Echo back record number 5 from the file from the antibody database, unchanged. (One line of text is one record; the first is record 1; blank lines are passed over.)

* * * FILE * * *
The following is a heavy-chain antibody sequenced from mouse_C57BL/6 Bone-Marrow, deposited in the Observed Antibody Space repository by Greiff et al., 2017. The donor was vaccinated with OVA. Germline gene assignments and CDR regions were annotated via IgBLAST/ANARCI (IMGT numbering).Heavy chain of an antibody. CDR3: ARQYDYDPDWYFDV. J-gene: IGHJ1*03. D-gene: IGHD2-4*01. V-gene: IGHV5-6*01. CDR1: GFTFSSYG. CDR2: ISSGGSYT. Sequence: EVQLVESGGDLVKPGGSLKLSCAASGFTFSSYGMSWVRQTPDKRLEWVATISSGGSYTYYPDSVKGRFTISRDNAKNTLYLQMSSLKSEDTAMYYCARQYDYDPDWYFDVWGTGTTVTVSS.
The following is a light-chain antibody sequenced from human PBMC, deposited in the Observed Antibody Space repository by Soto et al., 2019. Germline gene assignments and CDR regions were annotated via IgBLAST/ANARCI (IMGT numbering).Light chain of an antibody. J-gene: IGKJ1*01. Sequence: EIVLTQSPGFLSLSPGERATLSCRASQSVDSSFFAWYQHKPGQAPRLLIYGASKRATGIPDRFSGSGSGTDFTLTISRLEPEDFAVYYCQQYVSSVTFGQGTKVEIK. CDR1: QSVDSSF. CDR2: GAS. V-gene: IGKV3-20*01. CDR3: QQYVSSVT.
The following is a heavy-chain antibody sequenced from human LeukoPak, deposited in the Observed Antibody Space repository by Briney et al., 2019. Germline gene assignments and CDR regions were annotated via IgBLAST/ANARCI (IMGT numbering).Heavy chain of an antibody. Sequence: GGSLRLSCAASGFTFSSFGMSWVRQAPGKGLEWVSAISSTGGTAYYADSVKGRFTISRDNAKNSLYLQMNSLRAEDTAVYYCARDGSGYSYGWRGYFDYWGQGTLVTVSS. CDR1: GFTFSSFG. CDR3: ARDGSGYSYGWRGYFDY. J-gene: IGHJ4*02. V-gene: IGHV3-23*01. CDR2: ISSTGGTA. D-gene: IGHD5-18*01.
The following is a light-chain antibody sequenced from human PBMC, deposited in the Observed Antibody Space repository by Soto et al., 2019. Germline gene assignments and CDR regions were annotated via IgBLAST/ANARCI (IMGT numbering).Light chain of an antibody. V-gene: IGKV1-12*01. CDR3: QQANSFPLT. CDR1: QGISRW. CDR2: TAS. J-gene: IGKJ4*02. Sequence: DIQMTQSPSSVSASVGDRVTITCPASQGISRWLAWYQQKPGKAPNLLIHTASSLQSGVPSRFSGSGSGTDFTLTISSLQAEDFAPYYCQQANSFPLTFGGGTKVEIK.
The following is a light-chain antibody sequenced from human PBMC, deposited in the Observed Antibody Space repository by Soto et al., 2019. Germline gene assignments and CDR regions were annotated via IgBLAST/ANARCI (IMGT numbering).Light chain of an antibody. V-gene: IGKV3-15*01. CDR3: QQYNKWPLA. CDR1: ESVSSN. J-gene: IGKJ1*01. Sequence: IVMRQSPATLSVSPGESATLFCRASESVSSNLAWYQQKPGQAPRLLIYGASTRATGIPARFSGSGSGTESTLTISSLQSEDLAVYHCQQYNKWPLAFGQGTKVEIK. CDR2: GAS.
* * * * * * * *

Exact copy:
The following is a light-chain antibody sequenced from human PBMC, deposited in the Observed Antibody Space repository by Soto et al., 2019. Germline gene assignments and CDR regions were annotated via IgBLAST/ANARCI (IMGT numbering).Light chain of an antibody. V-gene: IGKV3-15*01. CDR3: QQYNKWPLA. CDR1: ESVSSN. J-gene: IGKJ1*01. Sequence: IVMRQSPATLSVSPGESATLFCRASESVSSNLAWYQQKPGQAPRLLIYGASTRATGIPARFSGSGSGTESTLTISSLQSEDLAVYHCQQYNKWPLAFGQGTKVEIK. CDR2: GAS.